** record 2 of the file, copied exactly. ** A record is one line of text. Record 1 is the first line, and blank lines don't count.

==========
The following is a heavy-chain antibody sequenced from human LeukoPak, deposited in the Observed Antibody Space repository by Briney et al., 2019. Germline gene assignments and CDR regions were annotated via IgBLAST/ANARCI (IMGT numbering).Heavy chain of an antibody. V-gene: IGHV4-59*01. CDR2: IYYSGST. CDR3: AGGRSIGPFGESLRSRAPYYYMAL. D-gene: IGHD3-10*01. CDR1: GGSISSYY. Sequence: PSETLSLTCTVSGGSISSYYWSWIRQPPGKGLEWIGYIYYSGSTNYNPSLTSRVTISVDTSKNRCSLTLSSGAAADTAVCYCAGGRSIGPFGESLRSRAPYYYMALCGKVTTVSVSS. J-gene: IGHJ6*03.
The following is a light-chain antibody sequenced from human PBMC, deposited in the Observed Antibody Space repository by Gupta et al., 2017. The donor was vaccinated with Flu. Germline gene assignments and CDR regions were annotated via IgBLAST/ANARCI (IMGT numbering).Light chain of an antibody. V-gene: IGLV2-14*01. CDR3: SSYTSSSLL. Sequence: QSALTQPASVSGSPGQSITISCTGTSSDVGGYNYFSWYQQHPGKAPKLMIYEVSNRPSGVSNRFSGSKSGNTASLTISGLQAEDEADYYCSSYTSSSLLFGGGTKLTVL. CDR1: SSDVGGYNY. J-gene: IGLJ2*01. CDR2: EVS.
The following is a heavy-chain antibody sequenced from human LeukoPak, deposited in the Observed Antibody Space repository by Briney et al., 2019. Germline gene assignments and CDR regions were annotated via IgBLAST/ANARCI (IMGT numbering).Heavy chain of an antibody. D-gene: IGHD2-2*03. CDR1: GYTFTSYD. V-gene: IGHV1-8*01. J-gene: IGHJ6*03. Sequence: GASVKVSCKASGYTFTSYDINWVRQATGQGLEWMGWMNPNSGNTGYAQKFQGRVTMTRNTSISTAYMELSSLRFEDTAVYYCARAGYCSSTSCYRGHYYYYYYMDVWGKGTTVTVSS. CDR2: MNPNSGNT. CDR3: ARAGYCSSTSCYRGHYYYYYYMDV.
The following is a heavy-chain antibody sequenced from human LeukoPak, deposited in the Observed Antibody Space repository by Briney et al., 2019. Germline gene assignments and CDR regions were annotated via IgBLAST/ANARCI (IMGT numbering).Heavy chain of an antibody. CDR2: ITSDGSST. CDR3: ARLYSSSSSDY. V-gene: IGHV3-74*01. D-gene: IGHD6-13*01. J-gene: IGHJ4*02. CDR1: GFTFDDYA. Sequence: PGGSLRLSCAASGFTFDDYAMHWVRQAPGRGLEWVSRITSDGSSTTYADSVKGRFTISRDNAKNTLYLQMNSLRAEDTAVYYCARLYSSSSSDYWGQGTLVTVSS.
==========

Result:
The following is a light-chain antibody sequenced from human PBMC, deposited in the Observed Antibody Space repository by Gupta et al., 2017. The donor was vaccinated with Flu. Germline gene assignments and CDR regions were annotated via IgBLAST/ANARCI (IMGT numbering).Light chain of an antibody. V-gene: IGLV2-14*01. CDR3: SSYTSSSLL. Sequence: QSALTQPASVSGSPGQSITISCTGTSSDVGGYNYFSWYQQHPGKAPKLMIYEVSNRPSGVSNRFSGSKSGNTASLTISGLQAEDEADYYCSSYTSSSLLFGGGTKLTVL. CDR1: SSDVGGYNY. J-gene: IGLJ2*01. CDR2: EVS.